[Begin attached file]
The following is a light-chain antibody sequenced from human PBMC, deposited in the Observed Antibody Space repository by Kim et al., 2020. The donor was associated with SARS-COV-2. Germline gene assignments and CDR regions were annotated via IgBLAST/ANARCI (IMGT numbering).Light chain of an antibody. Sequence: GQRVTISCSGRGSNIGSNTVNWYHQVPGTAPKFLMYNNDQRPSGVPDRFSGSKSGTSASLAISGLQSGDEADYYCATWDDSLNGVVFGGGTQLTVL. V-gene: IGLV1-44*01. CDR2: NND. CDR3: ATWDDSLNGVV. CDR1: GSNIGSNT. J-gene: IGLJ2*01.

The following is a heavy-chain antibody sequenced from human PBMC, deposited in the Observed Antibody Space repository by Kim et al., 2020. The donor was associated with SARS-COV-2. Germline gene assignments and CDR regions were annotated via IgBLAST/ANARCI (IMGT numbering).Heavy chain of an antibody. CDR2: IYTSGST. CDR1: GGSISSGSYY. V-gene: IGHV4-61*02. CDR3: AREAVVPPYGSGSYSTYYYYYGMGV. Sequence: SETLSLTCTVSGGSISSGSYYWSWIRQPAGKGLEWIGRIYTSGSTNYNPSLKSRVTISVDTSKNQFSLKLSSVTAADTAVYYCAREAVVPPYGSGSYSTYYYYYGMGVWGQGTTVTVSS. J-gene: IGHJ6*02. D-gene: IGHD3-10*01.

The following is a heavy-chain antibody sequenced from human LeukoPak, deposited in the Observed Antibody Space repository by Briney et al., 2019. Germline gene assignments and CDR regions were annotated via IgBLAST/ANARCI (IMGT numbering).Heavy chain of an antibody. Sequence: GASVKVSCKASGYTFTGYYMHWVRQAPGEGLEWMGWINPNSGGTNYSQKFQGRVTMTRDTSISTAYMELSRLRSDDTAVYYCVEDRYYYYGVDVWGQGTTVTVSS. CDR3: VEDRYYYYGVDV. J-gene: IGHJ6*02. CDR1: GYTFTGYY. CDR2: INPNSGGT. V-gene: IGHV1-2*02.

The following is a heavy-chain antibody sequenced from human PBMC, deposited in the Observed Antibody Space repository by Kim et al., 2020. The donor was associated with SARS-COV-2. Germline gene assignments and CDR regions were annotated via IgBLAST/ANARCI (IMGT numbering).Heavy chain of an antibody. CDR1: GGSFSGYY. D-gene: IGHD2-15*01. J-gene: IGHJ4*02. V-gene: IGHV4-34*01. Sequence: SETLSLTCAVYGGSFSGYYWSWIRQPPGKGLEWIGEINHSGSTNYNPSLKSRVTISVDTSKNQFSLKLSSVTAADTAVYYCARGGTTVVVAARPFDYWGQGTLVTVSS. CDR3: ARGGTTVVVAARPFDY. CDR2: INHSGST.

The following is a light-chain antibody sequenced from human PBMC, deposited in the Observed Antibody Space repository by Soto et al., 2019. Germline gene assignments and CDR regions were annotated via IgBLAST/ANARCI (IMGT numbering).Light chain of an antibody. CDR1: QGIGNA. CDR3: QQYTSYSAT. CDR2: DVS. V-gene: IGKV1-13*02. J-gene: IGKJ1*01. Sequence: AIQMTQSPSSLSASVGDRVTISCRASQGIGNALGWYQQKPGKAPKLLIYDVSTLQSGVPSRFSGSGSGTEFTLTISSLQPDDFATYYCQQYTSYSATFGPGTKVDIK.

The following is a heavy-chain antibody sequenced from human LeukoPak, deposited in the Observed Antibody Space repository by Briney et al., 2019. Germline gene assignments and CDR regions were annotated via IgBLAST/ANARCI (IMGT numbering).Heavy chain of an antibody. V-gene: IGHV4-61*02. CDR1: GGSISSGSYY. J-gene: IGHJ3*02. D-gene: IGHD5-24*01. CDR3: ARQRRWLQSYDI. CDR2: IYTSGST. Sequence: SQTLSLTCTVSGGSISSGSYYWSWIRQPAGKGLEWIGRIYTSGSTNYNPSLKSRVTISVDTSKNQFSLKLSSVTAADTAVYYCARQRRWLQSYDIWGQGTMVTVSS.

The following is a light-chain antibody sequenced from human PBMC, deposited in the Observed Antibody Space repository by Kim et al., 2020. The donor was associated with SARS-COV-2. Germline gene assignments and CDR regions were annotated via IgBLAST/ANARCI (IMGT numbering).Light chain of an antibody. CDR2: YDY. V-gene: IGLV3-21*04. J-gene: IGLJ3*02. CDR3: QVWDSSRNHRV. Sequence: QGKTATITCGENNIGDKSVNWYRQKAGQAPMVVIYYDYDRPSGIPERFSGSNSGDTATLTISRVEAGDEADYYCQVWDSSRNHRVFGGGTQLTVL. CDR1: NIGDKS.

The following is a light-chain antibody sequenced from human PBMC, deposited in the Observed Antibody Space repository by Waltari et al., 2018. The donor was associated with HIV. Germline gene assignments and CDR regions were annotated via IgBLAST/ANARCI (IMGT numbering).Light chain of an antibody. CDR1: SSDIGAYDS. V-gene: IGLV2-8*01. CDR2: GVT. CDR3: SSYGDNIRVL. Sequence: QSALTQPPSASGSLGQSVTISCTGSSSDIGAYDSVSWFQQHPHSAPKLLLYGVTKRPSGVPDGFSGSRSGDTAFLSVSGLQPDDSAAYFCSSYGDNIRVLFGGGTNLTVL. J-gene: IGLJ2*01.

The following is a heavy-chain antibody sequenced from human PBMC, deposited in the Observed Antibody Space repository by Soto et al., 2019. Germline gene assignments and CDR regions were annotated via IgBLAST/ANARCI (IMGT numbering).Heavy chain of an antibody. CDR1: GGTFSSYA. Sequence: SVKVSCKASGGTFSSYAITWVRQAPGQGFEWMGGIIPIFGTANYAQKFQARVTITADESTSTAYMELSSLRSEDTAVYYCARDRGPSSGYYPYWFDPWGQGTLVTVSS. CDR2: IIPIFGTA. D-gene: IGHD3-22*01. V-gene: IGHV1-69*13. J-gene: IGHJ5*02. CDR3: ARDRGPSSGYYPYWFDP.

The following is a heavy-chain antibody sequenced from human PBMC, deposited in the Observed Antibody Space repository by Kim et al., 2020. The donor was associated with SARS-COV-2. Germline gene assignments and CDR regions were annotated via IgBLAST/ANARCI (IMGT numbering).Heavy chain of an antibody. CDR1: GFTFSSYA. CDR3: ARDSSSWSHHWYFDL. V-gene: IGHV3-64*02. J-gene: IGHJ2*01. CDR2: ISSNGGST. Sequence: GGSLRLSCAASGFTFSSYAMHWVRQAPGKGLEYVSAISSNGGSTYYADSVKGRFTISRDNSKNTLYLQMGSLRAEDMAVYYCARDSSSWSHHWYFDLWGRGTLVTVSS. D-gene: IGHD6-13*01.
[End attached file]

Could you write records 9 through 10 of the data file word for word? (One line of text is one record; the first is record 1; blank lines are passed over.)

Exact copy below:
The following is a heavy-chain antibody sequenced from human PBMC, deposited in the Observed Antibody Space repository by Soto et al., 2019. Germline gene assignments and CDR regions were annotated via IgBLAST/ANARCI (IMGT numbering).Heavy chain of an antibody. CDR1: GGTFSSYA. Sequence: SVKVSCKASGGTFSSYAITWVRQAPGQGFEWMGGIIPIFGTANYAQKFQARVTITADESTSTAYMELSSLRSEDTAVYYCARDRGPSSGYYPYWFDPWGQGTLVTVSS. CDR2: IIPIFGTA. D-gene: IGHD3-22*01. V-gene: IGHV1-69*13. J-gene: IGHJ5*02. CDR3: ARDRGPSSGYYPYWFDP.

The following is a heavy-chain antibody sequenced from human PBMC, deposited in the Observed Antibody Space repository by Kim et al., 2020. The donor was associated with SARS-COV-2. Germline gene assignments and CDR regions were annotated via IgBLAST/ANARCI (IMGT numbering).Heavy chain of an antibody. CDR1: GFTFSSYA. CDR3: ARDSSSWSHHWYFDL. V-gene: IGHV3-64*02. J-gene: IGHJ2*01. CDR2: ISSNGGST. Sequence: GGSLRLSCAASGFTFSSYAMHWVRQAPGKGLEYVSAISSNGGSTYYADSVKGRFTISRDNSKNTLYLQMGSLRAEDMAVYYCARDSSSWSHHWYFDLWGRGTLVTVSS. D-gene: IGHD6-13*01.